Do you run a small business or work as a self-employed freelancer? If so, then most of your life is taken up by invoices.

You’re continually creating them and sending them out to clients after you’ve finished work. As such, you’re probably sick to death of clients taking ages to pay you.

There’s nothing worse than finishing a job, then having to wait weeks before you actually get paid. It’s terrible, particularly when you have bills to pay and need to know when the money is coming in.

The best way to avoid this is by setting up payment terms and conditions before you undertake any work. And if you want to make sure you get paid as soon as possible, one thing you could do is put a label on your invoice that says ‘due on receipt’.

Now, you may have never heard of this term before, or it’s possible you’ve seen it on sample invoices but not really understood what it means.

Don’t worry, we've got you covered. Here's the 101 on "due on receipt".

What does Due on Receipt mean?

It’s actually a straightforward term to understand when you deconstruct what it means. Due on receipt essentially refers to the payment being due as soon as the client receives the invoice.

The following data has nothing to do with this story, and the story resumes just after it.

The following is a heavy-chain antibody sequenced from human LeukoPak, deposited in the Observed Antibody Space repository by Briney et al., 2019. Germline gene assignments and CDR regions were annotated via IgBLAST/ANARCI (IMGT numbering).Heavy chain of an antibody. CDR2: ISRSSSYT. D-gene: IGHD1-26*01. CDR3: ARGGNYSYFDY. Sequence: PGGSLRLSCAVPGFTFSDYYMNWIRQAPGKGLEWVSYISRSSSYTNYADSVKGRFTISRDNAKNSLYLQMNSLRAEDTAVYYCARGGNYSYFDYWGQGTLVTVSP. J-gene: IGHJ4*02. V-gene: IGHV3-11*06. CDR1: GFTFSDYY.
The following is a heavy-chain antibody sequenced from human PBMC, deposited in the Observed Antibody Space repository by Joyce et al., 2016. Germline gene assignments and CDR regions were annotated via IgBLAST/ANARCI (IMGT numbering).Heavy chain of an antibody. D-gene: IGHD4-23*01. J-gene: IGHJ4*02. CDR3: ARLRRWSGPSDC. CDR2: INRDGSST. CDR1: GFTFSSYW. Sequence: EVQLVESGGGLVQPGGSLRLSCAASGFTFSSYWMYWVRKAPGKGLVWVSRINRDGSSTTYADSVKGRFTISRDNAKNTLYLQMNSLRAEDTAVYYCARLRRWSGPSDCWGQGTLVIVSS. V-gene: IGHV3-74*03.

Here, you’re being very forward and basically demanding that they get the payment ready as quickly as possible. Ideally, you want the money on the same day, but the term usually means they have to pay you by the next business day.

Why Should You Mark Invoices Due on Receipt?

Naturally, many of you will probably see this term and think it’s absolutely life-changing. Wouldn’t it be brilliant to get fast payments all the time after completing work?

It would, but this payment term is normally not used after every single job. Typically, there are a few situations where the due on receipt term is mostly used.